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Or I could just do like Robin Rendle and say fuck it to AMP:

"Here’s my hot take on this: fuck the algorithm, fuck the impressions, and fuck the king. I would rather trade those benefits and burn my website to the ground than be under the boot and heel and of some giant, uncaring corporation."

It makes me a little sad and a little amused to see regexes being used incorrectly in this context:

It would be super fun to gather stats by customer, or look at breakdowns of password badness by user-account age, but we'd have to be super careful in how that was done; I don't actually want to end up with a list of email addresses that have vulnerable passwords!

I integrated the Pwned Passwords dataset into our login server at work and oh man, our customers are *terrible* at picking unique passwords.

Like, it's not perfect data, and obviously I have no way of cleaning it because we don't get to actually *look* at them, but... probably around 20% of the passwords are bad in some way.

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You know....

If you have to write BPF rules in your C or C++ code for better security, and even the folks who invented libsecconf have to get peer review of the rules they're demoing as they write demo code on stage, and they made a couple of crucial mistakes...

Maybe that's not a good solution?


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People keep discovering "funny" angles about the recent Kaspersky privacy leak. I will present another angle on Monday as I happened to research the very same thing.

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"The software product industry (including mobile phone makers) has reaped excess profits for decades by selling risky products and offloading the risk onto their clients and society."

So very true, and many others. Great article on vulnerability disclosure by @HalvarFlake.

Also some minor critical feedback (unsolicited suggestion, typo) 

@cwebber On the problems of reputation scoring, I keep being hopeful that someone will invent cryptographically blinded, distributed reputation networks that allow a meaningful and non-dystopian representation of community trust.

It's a problem in meatspace too, though; if someone gains a reputation as an asshole in one town, then can just go to another town and get a clean record. But by the same token, you can escape a nasty, hateful town and start a new life.

Maybe I'm hoping for too much!

@cwebber I just finished reading your OcapPub draft and really enjoyed it. I like the direction you're going.

I've been doing some writing and coding on my own project,; it's very different in approach, but you might be interested in comparing them. In particular, when you wrote

« If the problem is users receiving unwanted messages, perhaps the solution comes in making intentional social connections. »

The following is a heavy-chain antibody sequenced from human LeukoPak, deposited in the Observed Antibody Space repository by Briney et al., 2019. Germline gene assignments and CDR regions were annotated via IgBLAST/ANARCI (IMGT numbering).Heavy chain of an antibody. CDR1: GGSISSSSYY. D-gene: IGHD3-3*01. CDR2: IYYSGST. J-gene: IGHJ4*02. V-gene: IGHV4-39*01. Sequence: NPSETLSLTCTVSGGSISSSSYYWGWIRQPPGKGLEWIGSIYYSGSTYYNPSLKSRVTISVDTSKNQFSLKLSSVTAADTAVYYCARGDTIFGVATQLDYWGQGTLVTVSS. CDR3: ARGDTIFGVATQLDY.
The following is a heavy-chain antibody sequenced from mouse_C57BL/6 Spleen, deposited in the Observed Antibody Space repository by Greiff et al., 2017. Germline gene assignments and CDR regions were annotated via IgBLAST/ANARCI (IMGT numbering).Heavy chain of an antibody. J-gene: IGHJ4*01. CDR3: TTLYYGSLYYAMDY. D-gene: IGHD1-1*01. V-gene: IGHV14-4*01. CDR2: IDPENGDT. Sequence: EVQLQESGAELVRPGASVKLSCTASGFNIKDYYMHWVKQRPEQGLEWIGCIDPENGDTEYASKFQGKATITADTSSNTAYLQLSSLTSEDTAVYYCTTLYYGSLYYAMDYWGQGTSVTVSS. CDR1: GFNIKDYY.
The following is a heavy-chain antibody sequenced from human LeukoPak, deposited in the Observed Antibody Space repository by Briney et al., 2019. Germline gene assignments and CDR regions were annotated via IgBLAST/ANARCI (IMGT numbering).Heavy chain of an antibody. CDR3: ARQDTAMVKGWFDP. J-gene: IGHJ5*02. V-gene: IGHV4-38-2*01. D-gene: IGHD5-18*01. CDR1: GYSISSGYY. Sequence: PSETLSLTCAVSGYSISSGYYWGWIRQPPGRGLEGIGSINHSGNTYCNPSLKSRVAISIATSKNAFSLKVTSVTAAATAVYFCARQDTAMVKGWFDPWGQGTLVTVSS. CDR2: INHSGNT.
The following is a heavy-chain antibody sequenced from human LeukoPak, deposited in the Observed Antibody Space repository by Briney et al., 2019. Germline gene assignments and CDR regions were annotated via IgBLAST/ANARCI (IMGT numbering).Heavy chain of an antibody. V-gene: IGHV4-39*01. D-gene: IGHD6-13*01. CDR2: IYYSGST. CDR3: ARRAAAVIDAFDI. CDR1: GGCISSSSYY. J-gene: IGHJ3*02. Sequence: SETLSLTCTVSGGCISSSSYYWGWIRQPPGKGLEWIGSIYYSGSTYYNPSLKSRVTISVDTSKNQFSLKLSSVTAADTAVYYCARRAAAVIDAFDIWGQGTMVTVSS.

it reminded me of the "socially-local" privacy level I'm using.

A Tumblr called "Accidentally Quadratic", dedicated to showcasing instances of software that did just that: accidentallyquadratic.tumblr.c

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I tried producing some useful instructions for less experienced people to recognize flaws in password managers. Let me know whether it worked!

I'm looking at the XDG Base DIrectory specification, and while I think it's a lovely idea to use ~/.config/MyApp/ and ~/.cache/MyApp/... I really can't get behind storing important documents in ~/.local/share/MyApp. That feels like a recipe for dataloss and/or user confusion.

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Ah, I think it still asks me about *me*, but not any of the actual market research questions that might reveal Top Secret Initiatives or whatever. Boring.

> Invited to fill out a market research survey

> "By clicking Yes, you agree to keep all Dropbox Information confidential."

> Click "yes" by accident, click "back", then "no"

> Survey continues as before


With all the "here are my URLs, please dereference them" that ActivityPub involves, there've *got* to be some implementations vulnerable to SSRF.

On various anti-patterns in open source language:

« A maintainer accidentally cuts a bad release. The next morning, their inbox overflows with user complaints. None of the complaining users were known to the maintainer before the breakage. In fact, the maintainer’s shocked by the suddenly-apparent popularity of their project. Where did they all come from?

Apparently “adoption” was high. But in no meaningful sense did users “adopt” the project. They merely used it. »

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Currently, @kaspersky is making a very good case for not reporting security issues via their bug bounty program. After taking 8 months to resolve their issues, they are blocking publication because "users of earlier versions of the product are still vulnerable."

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Harry Potter and the Structure and Interpretation of Computer Programs.

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Infosec Exchange

A Mastodon instance for info/cyber security-minded people.